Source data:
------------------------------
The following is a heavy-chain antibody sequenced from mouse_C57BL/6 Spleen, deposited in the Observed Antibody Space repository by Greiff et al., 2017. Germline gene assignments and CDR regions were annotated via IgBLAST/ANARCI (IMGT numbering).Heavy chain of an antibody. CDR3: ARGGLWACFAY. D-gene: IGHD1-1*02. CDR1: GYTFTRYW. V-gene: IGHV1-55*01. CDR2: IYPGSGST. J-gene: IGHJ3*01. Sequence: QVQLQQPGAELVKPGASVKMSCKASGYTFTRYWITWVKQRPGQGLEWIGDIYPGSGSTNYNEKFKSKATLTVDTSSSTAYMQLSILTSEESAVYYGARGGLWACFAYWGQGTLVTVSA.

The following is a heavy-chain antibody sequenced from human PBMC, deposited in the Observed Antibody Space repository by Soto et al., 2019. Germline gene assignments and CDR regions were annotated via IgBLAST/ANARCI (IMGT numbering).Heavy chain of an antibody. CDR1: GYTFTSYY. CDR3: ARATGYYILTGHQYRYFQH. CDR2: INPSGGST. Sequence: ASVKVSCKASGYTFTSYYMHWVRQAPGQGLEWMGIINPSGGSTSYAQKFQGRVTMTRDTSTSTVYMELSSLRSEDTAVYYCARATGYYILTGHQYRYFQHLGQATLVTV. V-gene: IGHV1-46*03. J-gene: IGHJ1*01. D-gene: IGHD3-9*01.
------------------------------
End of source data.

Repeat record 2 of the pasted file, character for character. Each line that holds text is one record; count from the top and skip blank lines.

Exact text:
The following is a heavy-chain antibody sequenced from human PBMC, deposited in the Observed Antibody Space repository by Soto et al., 2019. Germline gene assignments and CDR regions were annotated via IgBLAST/ANARCI (IMGT numbering).Heavy chain of an antibody. CDR1: GYTFTSYY. CDR3: ARATGYYILTGHQYRYFQH. CDR2: INPSGGST. Sequence: ASVKVSCKASGYTFTSYYMHWVRQAPGQGLEWMGIINPSGGSTSYAQKFQGRVTMTRDTSTSTVYMELSSLRSEDTAVYYCARATGYYILTGHQYRYFQHLGQATLVTV. V-gene: IGHV1-46*03. J-gene: IGHJ1*01. D-gene: IGHD3-9*01.